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Different serum immunoreactivity to Malassezia pachydermatis in dogs
Canine sera which are tested with Malassezia extract often show different results. Why? One explanation might be that there is variation in antigenic expression in different growth phases of M. pachydermatis. A very interesting new study!

In western immunoblotting studies of canine sera using Malassezia pachydermatis extracts, the reported patterns of immunoreactivity vary between different laboratories.

Because the duration of culture influences the antigenic composition of lipid-dependent Malassezia spp. when probed with human sera, we investigated whether the in vitro growth phase of M. pachydermatis influences immunoreactivity using canine sera.

Extracts of M. pachydermatis CBS 1879 grown in Sabouraud`s liquid medium at 37 °C for 2, 4, 6, 8 and 10 days were prepared by mechanical disruption, centrifugation, dialysis and lyophilization.

Yeast growth phase was assessed by sequential colony counts and optical density measurements. Patterns of IgG immunoreactivity in high (n = 3) and low (n = 3) titre sera were compared using extracts prepared at each time point by sodium dodecyl sulphate polyacrylamide gel electrophoresis and western immunoblotting.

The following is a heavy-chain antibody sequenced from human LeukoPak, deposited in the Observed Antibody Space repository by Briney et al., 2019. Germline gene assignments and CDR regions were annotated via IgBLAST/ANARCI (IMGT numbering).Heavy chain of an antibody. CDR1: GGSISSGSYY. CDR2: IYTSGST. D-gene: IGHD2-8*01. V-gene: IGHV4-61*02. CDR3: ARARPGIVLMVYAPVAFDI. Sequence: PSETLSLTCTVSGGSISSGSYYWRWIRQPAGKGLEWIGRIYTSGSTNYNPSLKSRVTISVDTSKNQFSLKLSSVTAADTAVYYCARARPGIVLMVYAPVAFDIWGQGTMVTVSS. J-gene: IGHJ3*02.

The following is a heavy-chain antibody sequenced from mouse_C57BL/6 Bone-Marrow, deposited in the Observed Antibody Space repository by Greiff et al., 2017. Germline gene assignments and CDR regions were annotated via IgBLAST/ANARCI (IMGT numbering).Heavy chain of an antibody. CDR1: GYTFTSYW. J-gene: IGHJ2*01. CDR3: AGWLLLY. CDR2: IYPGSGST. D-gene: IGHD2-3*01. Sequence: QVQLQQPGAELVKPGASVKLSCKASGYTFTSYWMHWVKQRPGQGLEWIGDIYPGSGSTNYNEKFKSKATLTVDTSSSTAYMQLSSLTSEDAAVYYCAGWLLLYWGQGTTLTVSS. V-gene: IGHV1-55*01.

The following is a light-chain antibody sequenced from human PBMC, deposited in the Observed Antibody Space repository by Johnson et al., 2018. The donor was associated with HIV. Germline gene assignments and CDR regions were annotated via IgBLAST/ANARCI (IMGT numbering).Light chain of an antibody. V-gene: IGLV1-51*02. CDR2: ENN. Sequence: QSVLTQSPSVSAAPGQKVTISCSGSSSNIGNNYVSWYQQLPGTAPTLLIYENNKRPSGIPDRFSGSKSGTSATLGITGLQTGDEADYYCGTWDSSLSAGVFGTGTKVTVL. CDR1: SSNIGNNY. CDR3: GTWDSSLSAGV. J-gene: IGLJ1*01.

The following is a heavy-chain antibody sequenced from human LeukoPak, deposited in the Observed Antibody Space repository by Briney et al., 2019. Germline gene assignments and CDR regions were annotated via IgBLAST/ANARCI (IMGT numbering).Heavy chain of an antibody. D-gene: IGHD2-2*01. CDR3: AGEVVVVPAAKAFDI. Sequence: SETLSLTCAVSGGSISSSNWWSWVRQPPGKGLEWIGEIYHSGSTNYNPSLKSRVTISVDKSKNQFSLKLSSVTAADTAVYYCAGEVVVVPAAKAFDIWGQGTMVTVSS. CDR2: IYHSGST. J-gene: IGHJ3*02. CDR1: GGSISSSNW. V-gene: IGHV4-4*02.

Protein bands of 62 and 49 kDa were recognized by all sera, and 98 and 68 kDa bands were recognized by five sera. Proteins of 188, 66, 58, 57, 38, 28 and 17 kDa were only recognized by high titre sera.

All high titre sera used recognized more bands in exponential phase (d2) extracts when compared with decline phase (d8-d10) extracts, and two of these sera showed most bands in stationary phase (d4-d6) extracts.

Bands of 62 and 57 kDa were primarily detected in exponential and early stationary phase extracts. , which might explain discrepancies between previous laboratory studies of canine immunity to this yeast.


Source: HABIBAH, A., CATCHPOLE, B. & BOND, R. (2005): Canine serum immunoreactivity to M. pachydermatis in vitro is influenced by the phase of yeast growth. In: Veterinary Dermatology 16 (3), 147-152.



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SMALL ANIMAL PRACTICE

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